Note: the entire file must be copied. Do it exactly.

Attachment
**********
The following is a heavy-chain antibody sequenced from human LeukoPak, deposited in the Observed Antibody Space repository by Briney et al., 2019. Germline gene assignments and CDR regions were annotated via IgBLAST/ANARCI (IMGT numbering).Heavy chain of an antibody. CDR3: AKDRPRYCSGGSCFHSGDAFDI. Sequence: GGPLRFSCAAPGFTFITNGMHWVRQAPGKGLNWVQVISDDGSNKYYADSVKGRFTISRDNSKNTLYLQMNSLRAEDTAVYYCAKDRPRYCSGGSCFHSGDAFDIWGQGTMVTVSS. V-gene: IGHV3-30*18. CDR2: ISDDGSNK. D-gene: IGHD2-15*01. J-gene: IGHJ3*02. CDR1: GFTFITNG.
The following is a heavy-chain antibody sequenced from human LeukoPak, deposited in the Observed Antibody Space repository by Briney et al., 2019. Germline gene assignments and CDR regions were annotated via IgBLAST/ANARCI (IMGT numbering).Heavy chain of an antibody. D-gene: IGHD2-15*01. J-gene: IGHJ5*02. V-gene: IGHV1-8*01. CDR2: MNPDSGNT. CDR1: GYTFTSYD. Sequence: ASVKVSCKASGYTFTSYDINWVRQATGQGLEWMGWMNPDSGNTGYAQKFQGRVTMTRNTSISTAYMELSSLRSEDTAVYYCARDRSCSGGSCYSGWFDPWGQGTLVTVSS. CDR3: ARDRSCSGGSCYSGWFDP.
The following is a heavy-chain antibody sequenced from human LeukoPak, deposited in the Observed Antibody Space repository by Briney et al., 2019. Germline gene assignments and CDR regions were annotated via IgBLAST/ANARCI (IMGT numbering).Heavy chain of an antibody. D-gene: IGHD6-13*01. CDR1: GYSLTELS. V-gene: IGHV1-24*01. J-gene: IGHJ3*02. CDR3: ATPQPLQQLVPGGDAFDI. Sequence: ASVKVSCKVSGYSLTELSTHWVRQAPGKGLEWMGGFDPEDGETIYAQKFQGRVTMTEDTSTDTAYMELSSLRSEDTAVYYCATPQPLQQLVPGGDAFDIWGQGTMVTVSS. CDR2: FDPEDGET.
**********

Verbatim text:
The following is a heavy-chain antibody sequenced from human LeukoPak, deposited in the Observed Antibody Space repository by Briney et al., 2019. Germline gene assignments and CDR regions were annotated via IgBLAST/ANARCI (IMGT numbering).Heavy chain of an antibody. CDR3: AKDRPRYCSGGSCFHSGDAFDI. Sequence: GGPLRFSCAAPGFTFITNGMHWVRQAPGKGLNWVQVISDDGSNKYYADSVKGRFTISRDNSKNTLYLQMNSLRAEDTAVYYCAKDRPRYCSGGSCFHSGDAFDIWGQGTMVTVSS. V-gene: IGHV3-30*18. CDR2: ISDDGSNK. D-gene: IGHD2-15*01. J-gene: IGHJ3*02. CDR1: GFTFITNG.
The following is a heavy-chain antibody sequenced from human LeukoPak, deposited in the Observed Antibody Space repository by Briney et al., 2019. Germline gene assignments and CDR regions were annotated via IgBLAST/ANARCI (IMGT numbering).Heavy chain of an antibody. D-gene: IGHD2-15*01. J-gene: IGHJ5*02. V-gene: IGHV1-8*01. CDR2: MNPDSGNT. CDR1: GYTFTSYD. Sequence: ASVKVSCKASGYTFTSYDINWVRQATGQGLEWMGWMNPDSGNTGYAQKFQGRVTMTRNTSISTAYMELSSLRSEDTAVYYCARDRSCSGGSCYSGWFDPWGQGTLVTVSS. CDR3: ARDRSCSGGSCYSGWFDP.
The following is a heavy-chain antibody sequenced from human LeukoPak, deposited in the Observed Antibody Space repository by Briney et al., 2019. Germline gene assignments and CDR regions were annotated via IgBLAST/ANARCI (IMGT numbering).Heavy chain of an antibody. D-gene: IGHD6-13*01. CDR1: GYSLTELS. V-gene: IGHV1-24*01. J-gene: IGHJ3*02. CDR3: ATPQPLQQLVPGGDAFDI. Sequence: ASVKVSCKVSGYSLTELSTHWVRQAPGKGLEWMGGFDPEDGETIYAQKFQGRVTMTEDTSTDTAYMELSSLRSEDTAVYYCATPQPLQQLVPGGDAFDIWGQGTMVTVSS. CDR2: FDPEDGET.